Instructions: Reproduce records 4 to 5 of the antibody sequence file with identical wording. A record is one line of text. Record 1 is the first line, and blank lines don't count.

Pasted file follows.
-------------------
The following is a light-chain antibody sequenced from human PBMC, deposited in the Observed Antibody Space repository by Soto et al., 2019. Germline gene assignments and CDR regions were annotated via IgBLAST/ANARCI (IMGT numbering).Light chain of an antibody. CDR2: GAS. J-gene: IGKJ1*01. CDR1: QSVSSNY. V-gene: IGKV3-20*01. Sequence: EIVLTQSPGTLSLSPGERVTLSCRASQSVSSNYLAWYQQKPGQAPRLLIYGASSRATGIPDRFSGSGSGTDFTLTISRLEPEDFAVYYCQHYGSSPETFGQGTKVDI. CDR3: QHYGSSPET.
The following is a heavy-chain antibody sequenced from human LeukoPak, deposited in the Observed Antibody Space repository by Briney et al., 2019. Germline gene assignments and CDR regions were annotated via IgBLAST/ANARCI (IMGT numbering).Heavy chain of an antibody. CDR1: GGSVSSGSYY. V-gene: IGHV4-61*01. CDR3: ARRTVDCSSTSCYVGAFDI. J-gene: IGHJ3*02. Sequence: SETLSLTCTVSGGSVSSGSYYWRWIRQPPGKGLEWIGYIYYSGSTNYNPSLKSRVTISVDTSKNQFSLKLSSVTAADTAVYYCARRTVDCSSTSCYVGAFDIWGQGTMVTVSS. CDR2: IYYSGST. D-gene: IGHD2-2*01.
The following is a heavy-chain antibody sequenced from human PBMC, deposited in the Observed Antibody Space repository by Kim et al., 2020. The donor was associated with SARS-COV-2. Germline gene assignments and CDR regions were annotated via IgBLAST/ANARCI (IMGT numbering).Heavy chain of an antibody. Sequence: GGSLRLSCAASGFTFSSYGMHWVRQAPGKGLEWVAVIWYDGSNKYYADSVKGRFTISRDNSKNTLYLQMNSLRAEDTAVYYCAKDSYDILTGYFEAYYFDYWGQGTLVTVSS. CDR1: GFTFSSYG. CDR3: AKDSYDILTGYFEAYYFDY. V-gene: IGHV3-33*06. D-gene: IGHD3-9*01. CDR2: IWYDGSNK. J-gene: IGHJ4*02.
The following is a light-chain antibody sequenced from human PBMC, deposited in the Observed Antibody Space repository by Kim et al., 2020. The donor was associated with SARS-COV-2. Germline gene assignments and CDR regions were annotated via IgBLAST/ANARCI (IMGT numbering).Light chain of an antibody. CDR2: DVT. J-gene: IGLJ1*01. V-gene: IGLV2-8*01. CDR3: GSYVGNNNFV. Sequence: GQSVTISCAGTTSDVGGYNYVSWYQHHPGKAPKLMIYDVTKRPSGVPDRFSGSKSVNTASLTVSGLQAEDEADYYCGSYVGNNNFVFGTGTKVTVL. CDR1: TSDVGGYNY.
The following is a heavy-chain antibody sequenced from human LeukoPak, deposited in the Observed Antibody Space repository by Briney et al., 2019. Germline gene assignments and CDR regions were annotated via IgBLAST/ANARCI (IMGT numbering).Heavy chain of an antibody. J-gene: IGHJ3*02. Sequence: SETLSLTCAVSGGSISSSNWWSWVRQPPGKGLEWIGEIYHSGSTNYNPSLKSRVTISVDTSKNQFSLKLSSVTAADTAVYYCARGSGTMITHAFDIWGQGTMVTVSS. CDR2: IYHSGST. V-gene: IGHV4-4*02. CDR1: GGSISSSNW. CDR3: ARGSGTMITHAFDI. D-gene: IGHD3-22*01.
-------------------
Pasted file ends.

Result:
The following is a light-chain antibody sequenced from human PBMC, deposited in the Observed Antibody Space repository by Kim et al., 2020. The donor was associated with SARS-COV-2. Germline gene assignments and CDR regions were annotated via IgBLAST/ANARCI (IMGT numbering).Light chain of an antibody. CDR2: DVT. J-gene: IGLJ1*01. V-gene: IGLV2-8*01. CDR3: GSYVGNNNFV. Sequence: GQSVTISCAGTTSDVGGYNYVSWYQHHPGKAPKLMIYDVTKRPSGVPDRFSGSKSVNTASLTVSGLQAEDEADYYCGSYVGNNNFVFGTGTKVTVL. CDR1: TSDVGGYNY.
The following is a heavy-chain antibody sequenced from human LeukoPak, deposited in the Observed Antibody Space repository by Briney et al., 2019. Germline gene assignments and CDR regions were annotated via IgBLAST/ANARCI (IMGT numbering).Heavy chain of an antibody. J-gene: IGHJ3*02. Sequence: SETLSLTCAVSGGSISSSNWWSWVRQPPGKGLEWIGEIYHSGSTNYNPSLKSRVTISVDTSKNQFSLKLSSVTAADTAVYYCARGSGTMITHAFDIWGQGTMVTVSS. CDR2: IYHSGST. V-gene: IGHV4-4*02. CDR1: GGSISSSNW. CDR3: ARGSGTMITHAFDI. D-gene: IGHD3-22*01.